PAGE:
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Newcastle knight
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Age : 32
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Giving your plastics a nice tan

on Wed Feb 26, 2014 5:24 pm
So everyone wants a tan interior but there are tons of different shades of tan out there if you are repainting them which is usually the way to go.  If you get a car with an original tan interior they are generally knackered.  The carpets can be replaced, and the seat covers can be changed but your plastics will still be faded.

When i bought my car it had a grey interior, well what was left of it anyway, so once i had a full set of plastics i got them painted using a colour code someone gave me way back in the days of the old KOE forum, it looked nice but as i got more picky with the car over the years it was obvious that it was far too light



Last year everyone started using the Grison / Magix dye stuff which tried on some spare trim parts and they looked really nice, but seemed a little bit too dark. And the Krylon Saddle Tan isnt available here in the UK, only in the US 

Anyway, Alan found that Porsche Sand Beige is a near dead on match to the original tan colour when it was compared to one of Robs trim pieces from his 82 Recaro, so i was sold on that.

The pic below is a comparison of both, the top sill plate is the Porsche colour, and the bottom one is the Grison / Magix stuff.  Its not the best comparison pic but you can see the bottom one is a darker shade



So i done a larger trim piece and i was really chuffed with how it turned out



Its just got that nice rich tan colour, especially when i took it out of the garage and into the sunlight.

So, Porsche Sand Beige 6C6 is the code, you can go to Halfords and they will mix it up for you in a spray can, or if you want to do all the panels with your gun then a paint suppliers can mix you a 1ltr tin of it.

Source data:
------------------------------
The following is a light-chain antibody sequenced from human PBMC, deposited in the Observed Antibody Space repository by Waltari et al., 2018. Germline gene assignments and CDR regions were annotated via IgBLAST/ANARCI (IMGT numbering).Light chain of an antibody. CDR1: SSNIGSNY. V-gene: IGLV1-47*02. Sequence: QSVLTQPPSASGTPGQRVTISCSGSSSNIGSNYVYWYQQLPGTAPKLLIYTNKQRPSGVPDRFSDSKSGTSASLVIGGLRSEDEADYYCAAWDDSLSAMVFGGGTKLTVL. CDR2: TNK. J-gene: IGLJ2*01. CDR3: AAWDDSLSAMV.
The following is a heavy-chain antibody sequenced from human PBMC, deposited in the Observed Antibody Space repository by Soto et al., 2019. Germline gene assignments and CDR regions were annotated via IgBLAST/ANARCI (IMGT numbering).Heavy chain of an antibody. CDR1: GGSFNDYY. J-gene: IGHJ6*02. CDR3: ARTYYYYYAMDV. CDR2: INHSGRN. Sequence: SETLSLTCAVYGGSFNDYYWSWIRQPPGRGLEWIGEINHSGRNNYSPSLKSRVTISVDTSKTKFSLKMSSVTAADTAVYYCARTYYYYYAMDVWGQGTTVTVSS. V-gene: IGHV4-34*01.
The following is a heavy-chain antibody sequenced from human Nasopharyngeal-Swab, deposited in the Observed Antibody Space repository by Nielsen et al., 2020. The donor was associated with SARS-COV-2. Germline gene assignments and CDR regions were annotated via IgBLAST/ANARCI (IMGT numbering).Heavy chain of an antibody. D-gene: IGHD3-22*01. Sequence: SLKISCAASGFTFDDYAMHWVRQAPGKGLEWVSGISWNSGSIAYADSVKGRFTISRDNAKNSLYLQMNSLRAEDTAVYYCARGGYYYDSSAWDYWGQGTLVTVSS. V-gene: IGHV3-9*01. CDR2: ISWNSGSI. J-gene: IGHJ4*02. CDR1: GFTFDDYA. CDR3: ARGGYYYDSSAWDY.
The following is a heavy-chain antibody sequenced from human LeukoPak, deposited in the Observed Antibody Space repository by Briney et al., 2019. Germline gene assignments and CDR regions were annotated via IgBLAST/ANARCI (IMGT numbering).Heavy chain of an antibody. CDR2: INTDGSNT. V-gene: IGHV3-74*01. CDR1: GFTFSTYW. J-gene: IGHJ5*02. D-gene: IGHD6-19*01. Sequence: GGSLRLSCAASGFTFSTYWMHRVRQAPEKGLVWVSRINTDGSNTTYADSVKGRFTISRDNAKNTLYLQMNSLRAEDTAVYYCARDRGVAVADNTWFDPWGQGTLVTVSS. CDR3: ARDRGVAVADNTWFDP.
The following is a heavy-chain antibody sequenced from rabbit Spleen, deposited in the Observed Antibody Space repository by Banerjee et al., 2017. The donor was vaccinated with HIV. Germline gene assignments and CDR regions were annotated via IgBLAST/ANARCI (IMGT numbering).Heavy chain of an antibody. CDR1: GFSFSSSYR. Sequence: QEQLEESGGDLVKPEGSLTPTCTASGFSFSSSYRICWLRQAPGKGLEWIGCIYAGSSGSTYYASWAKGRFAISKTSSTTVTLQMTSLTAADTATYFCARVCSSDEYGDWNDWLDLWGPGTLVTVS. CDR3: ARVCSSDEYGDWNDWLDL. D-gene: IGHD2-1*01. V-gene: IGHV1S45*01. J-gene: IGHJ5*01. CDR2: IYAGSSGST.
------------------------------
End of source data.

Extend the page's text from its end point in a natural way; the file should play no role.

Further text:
If your not confident painting just follow these simple steps for a good finish.

Clean each part first with a sponge and some soapy water

Once dry wipe the panels using Pre-Clean / Panel wipe to remove any remaining contaminents

If you are painting in the cold use a heat gun, or a hair dryer to warm the panels up, dont get them hot though as they are plastic ! , just a decent room temp so they arent cold.  I also left my cans of primer and paint in the house before i done it to make sure they were at room temp too.

I gave the panel 2 coats of grey plastic primer, leaving 15 mins between coats, then i had another pass of the heat gun after the final coat of primer before painting

For the paint i done 3 coats in total, the first was fairly light making sure i got all the edges, the 2nd was a regular coat getting good coverage, and then the 3rd coat was another light coat to give it a uniform finish.

Hope this helps people out when tackling their interiors !

Scott
true knight
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Join date : 2010-01-18
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Re: Giving your plastics a nice tan

on Wed Feb 26, 2014 7:57 pm
thanks scott for putting this up
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Dirk Diggler
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Age : 48

Re: Giving your plastics a nice tan

on Wed Feb 26, 2014 8:02 pm